Special State Employees

"Special state employees" may generally act as agents before state agencies other than their own. A state employee is considered a "special state employee" if:

  • he is not paid or otherwise compensated for his state position; or
  • he holds an appointed position which, by terms of the employment contract or the position classification, permits personal or private employment during normal working hours (a disclosure of this permission or classification must be filed with the Ethics Commission before the employee begins such "outside" employment); or
  • he holds an appointed position and has not been compensated by the state for more than 800 hours of work during the previous 365 days.

If a state employee holds a job that qualifies as a "special state employee" position, the employee may represent private parties on matters of direct and substantial interest to the state if:

  • the employee has not participated at any time as a state employee or special state employee in the matter;
  • the matter is not and has not been the subject of the employee's official responsibility; and
  • the matter is not pending in the state agency or board for which the employee works.

There is one narrow instance where a special state employee may represent a private party before the board he or she works for -- the special state employee may not be a member of the board, must work fewer than 60 days in any 365-day period, and must have neither participated in the matter nor had official responsibility for it.

Also, "special state employees" may generally assist with work under a contract with the Commonwealth, if their appointing authority certifies in writing that the interest of the Commonwealth requires such aid or assistance (a copy of this certification must be filed with the Ethics Commission).

Note that the terms "participation" and "official responsibility" are broadly defined in the statute. "Participation" includes: giving advice or making recommendations; drafting or revising; approving or disapproving; declining to act; delegating; investigating; and otherwise personally affecting a matter. "Official responsibility" is defined as the ability or opportunity to approve, disapprove or otherwise direct an action, and includes: instances where the employee is an intermediate decision-maker instances where the employee is the final authority; and instances where the authority is not exercised personally, but rather through subordinates. A matter may be considered under an employee's "official responsibility" even if he or she abstains from participating in it.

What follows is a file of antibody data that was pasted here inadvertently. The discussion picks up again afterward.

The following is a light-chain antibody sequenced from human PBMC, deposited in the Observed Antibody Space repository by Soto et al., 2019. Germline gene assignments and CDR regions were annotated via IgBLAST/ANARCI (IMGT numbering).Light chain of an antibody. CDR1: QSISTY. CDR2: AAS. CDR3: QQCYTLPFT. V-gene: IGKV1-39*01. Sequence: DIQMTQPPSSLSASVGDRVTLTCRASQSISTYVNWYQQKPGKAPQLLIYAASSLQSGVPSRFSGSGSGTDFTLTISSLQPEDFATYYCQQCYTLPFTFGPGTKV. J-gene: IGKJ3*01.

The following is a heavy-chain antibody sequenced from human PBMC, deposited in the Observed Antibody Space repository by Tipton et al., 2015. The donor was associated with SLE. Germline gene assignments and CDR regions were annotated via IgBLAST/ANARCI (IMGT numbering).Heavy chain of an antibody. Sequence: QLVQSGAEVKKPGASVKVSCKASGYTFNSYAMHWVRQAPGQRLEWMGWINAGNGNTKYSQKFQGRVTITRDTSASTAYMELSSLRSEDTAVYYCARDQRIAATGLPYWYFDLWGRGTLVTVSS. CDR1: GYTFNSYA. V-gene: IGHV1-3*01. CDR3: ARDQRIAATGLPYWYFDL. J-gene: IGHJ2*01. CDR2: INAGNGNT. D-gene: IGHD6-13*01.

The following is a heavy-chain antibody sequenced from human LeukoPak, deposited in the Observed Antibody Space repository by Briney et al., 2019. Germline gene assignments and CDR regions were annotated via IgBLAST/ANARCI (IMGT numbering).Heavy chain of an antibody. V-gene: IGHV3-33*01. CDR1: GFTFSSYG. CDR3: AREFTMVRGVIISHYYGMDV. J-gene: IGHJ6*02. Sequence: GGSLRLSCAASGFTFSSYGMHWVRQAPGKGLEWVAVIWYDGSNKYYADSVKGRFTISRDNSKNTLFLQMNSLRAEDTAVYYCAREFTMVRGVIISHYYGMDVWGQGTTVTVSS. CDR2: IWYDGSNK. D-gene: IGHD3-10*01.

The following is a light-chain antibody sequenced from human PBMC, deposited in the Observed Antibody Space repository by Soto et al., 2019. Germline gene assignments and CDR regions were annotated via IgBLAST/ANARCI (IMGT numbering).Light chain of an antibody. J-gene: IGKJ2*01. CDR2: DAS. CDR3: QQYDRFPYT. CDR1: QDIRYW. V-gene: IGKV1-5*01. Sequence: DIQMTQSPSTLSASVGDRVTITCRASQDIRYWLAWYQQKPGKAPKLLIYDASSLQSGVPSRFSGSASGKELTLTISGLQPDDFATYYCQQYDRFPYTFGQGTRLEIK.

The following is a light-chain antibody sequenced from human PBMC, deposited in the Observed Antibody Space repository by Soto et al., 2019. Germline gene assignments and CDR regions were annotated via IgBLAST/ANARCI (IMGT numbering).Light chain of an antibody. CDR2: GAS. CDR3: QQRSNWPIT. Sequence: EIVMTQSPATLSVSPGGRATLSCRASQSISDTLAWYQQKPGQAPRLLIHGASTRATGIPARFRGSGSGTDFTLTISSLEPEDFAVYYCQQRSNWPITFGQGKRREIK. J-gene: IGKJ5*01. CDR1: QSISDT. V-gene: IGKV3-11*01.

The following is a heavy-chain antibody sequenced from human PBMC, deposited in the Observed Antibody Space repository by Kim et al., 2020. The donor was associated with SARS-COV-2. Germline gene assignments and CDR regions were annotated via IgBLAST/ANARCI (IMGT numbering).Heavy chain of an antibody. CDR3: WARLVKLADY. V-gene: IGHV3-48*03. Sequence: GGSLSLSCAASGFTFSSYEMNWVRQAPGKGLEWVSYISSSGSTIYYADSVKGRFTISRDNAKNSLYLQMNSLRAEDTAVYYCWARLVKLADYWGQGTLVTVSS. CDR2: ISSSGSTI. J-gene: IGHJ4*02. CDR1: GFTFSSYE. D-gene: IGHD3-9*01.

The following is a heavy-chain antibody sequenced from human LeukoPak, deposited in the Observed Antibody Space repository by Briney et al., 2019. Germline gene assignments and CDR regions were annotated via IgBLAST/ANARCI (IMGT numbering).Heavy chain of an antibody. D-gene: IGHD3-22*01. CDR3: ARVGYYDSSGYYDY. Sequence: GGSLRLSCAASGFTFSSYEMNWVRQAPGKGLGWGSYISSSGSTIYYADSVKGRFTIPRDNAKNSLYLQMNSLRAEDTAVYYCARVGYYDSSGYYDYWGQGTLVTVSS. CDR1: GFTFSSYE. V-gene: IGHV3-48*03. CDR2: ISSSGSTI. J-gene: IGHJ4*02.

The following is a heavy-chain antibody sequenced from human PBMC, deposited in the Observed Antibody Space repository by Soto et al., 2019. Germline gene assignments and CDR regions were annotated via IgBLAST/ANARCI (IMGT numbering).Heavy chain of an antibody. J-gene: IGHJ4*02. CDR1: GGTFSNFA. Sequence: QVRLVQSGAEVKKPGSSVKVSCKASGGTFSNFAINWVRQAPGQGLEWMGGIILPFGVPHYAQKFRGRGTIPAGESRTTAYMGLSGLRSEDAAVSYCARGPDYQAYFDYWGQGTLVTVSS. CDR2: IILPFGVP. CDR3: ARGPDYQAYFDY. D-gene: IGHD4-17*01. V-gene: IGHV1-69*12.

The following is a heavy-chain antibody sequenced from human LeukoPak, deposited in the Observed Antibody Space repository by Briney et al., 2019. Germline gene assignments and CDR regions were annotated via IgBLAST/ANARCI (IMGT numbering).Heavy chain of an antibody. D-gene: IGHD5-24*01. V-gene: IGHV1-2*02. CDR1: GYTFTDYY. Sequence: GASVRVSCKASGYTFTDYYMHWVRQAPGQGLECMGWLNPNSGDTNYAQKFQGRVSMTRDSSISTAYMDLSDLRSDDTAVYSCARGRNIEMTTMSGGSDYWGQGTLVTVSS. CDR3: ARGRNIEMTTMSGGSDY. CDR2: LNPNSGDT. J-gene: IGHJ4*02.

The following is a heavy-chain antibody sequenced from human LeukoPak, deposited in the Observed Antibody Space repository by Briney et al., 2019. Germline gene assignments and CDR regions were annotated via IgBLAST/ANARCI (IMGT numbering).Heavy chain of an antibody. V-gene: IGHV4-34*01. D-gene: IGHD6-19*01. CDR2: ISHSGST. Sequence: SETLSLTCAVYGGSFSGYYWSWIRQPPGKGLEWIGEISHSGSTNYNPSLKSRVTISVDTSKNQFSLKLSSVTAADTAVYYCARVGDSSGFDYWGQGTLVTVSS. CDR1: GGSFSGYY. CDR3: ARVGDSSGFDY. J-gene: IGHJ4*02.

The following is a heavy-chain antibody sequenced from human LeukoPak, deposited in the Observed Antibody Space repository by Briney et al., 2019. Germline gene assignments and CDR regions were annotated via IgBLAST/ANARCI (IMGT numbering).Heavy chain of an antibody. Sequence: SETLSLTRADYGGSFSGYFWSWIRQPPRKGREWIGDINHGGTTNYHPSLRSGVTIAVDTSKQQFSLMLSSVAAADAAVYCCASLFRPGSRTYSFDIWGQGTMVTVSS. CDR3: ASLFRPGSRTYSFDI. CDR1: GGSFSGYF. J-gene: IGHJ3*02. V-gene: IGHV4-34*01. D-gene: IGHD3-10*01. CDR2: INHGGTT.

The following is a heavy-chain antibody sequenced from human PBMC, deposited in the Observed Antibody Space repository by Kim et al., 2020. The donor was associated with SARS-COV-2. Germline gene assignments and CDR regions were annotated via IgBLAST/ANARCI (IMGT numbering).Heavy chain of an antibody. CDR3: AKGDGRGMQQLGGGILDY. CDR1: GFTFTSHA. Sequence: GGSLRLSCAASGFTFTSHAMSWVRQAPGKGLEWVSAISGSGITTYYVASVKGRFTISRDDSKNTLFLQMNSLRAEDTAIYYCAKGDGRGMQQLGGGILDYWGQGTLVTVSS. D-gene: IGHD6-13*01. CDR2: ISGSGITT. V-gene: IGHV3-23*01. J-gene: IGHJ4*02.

For more information about this exemption, contact your agency's legal counsel or the Legal Division of the State Ethics Commission.

State Legislators

State legislators are generally allowed to act as agents before state boards, provided that they are not paid for the representation.

Legislators are allowed to be paid to represent others in court proceedings, quasi-judicial proceedings, and any instance where the particular matter before the state agency is "ministerial" in nature.

Assisting Subjects in Disciplinary Proceedings

Section 4 also allows state employees to assist anyone who is the subject of disciplinary or other personnel proceedings, provided that they are not paid for the representation.

Assisting Family Members

In many instances, appointed state employees may act as agents for members of their immediate families, or for anyone with whom they have a "fiduciary" relationship, if they first get permission from their appointing authority. This exemption is not available to elected officials; nor is it available for matters in which the employees have participated, or which are under their official responsibility.

The conflict of interest law recognizes that Commonwealth employees may be asked to assist members of their immediate families in dealing with state matters. "Immediate family" includes the employee, the employee's spouse, and both of their parents, brothers, sisters and children. The conflict law permits an appointed state employee to act as the paid or unpaid agent for members of his or her immediate family or for any person for whom the employee serves as guardian, executor, administrator or other personal fiduciary, as long as the employee has received prior permission from his or her appointing authority and does not participate in (nor have responsibility for) the matter involved.

A state employee must meet the following criteria to be allowed to represent an immediate family member (or one with whom the employee has a fiduciary relationship):
a. the state employee must be appointed (not elected);